Black Man Killed in Incident With Cops Committed No Crime Worth Being Stopped For: Agent

A Black man who was killed in a 2017 incident with sheriff's deputies committed no crime that justified his being stopped by law enforcement, a Georgia Bureau of Investigation (GBI) agent told jurors Monday, according to the Associated Press.

Former Washington County deputies Henry Lee Copeland, Michael Howell and Rhett Scott, all white, are on trial for the murder of Eurie Martin, 58, who died after the officers allegedly shocked him repeatedly with stun guns.

John Durden, the agent, told jurors that the three former deputies should not have stopped and detained Martin and that he should have been permitted to keep walking, local news outlets reported.

"I don't think there was a crime, enough to stop him for reasonable suspicion," said Durden, who was brought into the trial as an expert on use-of-force training, according to the AP.

A resident of Deepstep, Georgia, called 911 in July 2017 and reported Martin as a suspicious person while he was on a 30-mile walk to see relatives. The defense argues that Martin was walking illegally in the road and took an aggressive stance toward the deputies, prompting Howell and Copeland to order him to stop walking, put his hands on his head and lie down, the AP reported.

For more reporting from the Associated Press, see below.

Georgia Supreme Court
Three former sheriff's deputies in Georgia, all white, are on trial for the murder of Eurie Martin, who was Black. Above, a pedestrian passes by the Georgia Supreme Court in Atlanta. David Goldman/AP Photo

Prosecutor Kelly Weathers asked Durden, "Was Eurie Martin constitutionally entitled to keep walking in your opinion?"

"Yes," he replied.

During cross-examination, Durden agreed that Martin had crossed the white line from the shoulder into the roadway, based on photos presented by the defense.

Jurors were shown 20 minutes of dashboard camera video of Martin's arrest, which included Martin's screams and buzzing from the deputies' stun guns. The deputies are heard giving Martin commands.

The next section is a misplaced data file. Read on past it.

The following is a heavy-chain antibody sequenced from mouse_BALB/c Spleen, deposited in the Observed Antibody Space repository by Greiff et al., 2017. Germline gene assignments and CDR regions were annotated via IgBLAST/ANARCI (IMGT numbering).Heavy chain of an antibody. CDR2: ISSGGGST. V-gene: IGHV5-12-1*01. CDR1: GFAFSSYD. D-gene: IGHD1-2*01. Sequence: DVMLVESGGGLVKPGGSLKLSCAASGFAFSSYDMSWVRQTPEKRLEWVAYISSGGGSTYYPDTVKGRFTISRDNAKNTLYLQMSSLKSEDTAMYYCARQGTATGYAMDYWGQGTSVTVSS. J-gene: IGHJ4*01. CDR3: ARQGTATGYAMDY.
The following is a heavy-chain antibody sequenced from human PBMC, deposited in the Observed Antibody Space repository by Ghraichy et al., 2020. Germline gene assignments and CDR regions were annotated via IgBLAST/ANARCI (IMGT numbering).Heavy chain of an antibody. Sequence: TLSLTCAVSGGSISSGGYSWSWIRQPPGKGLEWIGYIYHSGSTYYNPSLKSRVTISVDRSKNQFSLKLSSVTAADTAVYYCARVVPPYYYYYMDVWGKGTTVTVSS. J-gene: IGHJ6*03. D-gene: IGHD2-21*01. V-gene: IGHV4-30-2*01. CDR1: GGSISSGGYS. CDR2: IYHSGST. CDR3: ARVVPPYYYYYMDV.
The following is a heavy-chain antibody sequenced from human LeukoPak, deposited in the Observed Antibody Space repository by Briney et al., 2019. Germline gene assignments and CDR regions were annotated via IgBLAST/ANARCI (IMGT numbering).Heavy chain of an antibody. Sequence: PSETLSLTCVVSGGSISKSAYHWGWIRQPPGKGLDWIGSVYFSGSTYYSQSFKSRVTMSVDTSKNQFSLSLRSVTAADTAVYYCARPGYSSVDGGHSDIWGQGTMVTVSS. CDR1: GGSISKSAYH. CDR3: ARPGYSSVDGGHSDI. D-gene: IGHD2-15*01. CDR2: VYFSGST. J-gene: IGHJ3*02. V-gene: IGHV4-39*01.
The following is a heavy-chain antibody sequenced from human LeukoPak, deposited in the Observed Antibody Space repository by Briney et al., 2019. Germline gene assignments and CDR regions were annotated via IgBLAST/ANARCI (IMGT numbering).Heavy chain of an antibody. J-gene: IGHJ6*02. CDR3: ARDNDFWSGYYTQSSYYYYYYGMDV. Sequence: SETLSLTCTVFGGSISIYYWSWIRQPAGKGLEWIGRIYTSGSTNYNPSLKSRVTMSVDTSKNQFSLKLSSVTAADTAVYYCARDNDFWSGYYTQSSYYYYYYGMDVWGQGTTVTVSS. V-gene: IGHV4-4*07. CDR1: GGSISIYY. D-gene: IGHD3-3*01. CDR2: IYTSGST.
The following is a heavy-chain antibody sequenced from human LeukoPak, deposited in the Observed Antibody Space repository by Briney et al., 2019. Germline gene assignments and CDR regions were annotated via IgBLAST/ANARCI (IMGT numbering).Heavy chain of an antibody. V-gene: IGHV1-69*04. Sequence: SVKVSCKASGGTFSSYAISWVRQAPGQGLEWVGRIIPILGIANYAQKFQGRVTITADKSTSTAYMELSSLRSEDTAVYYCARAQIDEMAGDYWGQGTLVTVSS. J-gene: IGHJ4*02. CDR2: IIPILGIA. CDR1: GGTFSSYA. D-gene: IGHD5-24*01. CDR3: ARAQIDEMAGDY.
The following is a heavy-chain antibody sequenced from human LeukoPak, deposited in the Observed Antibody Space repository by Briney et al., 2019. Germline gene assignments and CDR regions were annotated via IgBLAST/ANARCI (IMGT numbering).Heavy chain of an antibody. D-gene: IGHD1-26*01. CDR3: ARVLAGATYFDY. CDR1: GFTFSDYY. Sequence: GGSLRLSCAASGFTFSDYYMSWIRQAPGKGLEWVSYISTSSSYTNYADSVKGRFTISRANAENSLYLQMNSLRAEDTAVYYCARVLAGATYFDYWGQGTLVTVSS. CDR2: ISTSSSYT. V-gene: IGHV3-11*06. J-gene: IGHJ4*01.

Another GBI agent testified that Scott and Copeland fired their stun guns repeatedly during a four-minute period, administering doses of electricity as long as 19 seconds from Scott and 13 from Copeland. Martin got up and kept walking away after being stunned the first time, and then was stunned a second time.

Jurors also listened to 911 calls from the day of Martin's death, starting with a resident who told dispatchers that "I got a guy walking off the side of the road here, just walked in my yard. I don't know where he was crazy, drunk or what."

Washington County Chief Deputy Mark McGraw testified under questioning from Weathers that deputies were trained to use only "objectively reasonable" force. Prosecutors argue deputies were not in danger and did not need to use force on Martin.

But defense attorney Shawn Merzlak argued the three were following their training, getting McGraw to agree that deputies were trained that a stun gun "is a device that should be used before hard-handed techniques because it is the device that is most likely to get compliance without serious injury to the suspect or the officer."

Defense lawyers also got witnesses to acknowledge that Washington County deputies are now taught 50 hours of mental health training, while the three deputies on trial did not get that instruction.

The trial is taking place after the Georgia Supreme Court rejected a lower court ruling that the deputies should be immune from prosecution. Senior Judge H. Gibbs Flanders initially found use of force against Martin was justified under Georgia's stand your ground law. That law allows for people to defend themselves with violence if they have a reasonable belief that they are in bodily danger.

Police Carrying Taser Gun
The three sheriff's deputies on trial in Georgia in the Eurie Martin murder case repeatedly shocked him with stun guns. Above, a police officer with a stun gun in Lisbon, Portugal, on October 7. Horacio Villalobos/Corbis via Getty Images